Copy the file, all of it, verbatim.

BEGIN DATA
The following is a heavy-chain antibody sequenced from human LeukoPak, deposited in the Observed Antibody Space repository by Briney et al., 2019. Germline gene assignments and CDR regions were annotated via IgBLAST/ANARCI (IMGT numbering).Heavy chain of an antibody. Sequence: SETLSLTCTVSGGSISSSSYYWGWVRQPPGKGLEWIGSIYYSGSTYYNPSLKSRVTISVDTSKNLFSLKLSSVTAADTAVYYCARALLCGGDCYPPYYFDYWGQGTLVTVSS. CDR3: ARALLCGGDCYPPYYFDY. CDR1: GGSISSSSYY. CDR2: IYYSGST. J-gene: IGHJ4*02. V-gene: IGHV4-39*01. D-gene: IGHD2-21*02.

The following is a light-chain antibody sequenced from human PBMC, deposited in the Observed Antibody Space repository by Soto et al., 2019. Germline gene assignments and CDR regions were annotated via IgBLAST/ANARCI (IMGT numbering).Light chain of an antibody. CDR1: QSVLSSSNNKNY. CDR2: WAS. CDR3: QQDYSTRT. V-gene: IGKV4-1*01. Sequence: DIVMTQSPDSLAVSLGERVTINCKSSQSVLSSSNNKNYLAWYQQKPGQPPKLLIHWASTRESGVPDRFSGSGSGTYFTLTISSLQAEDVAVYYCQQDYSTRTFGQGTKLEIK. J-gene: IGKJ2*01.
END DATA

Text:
The following is a heavy-chain antibody sequenced from human LeukoPak, deposited in the Observed Antibody Space repository by Briney et al., 2019. Germline gene assignments and CDR regions were annotated via IgBLAST/ANARCI (IMGT numbering).Heavy chain of an antibody. Sequence: SETLSLTCTVSGGSISSSSYYWGWVRQPPGKGLEWIGSIYYSGSTYYNPSLKSRVTISVDTSKNLFSLKLSSVTAADTAVYYCARALLCGGDCYPPYYFDYWGQGTLVTVSS. CDR3: ARALLCGGDCYPPYYFDY. CDR1: GGSISSSSYY. CDR2: IYYSGST. J-gene: IGHJ4*02. V-gene: IGHV4-39*01. D-gene: IGHD2-21*02.

The following is a light-chain antibody sequenced from human PBMC, deposited in the Observed Antibody Space repository by Soto et al., 2019. Germline gene assignments and CDR regions were annotated via IgBLAST/ANARCI (IMGT numbering).Light chain of an antibody. CDR1: QSVLSSSNNKNY. CDR2: WAS. CDR3: QQDYSTRT. V-gene: IGKV4-1*01. Sequence: DIVMTQSPDSLAVSLGERVTINCKSSQSVLSSSNNKNYLAWYQQKPGQPPKLLIHWASTRESGVPDRFSGSGSGTYFTLTISSLQAEDVAVYYCQQDYSTRTFGQGTKLEIK. J-gene: IGKJ2*01.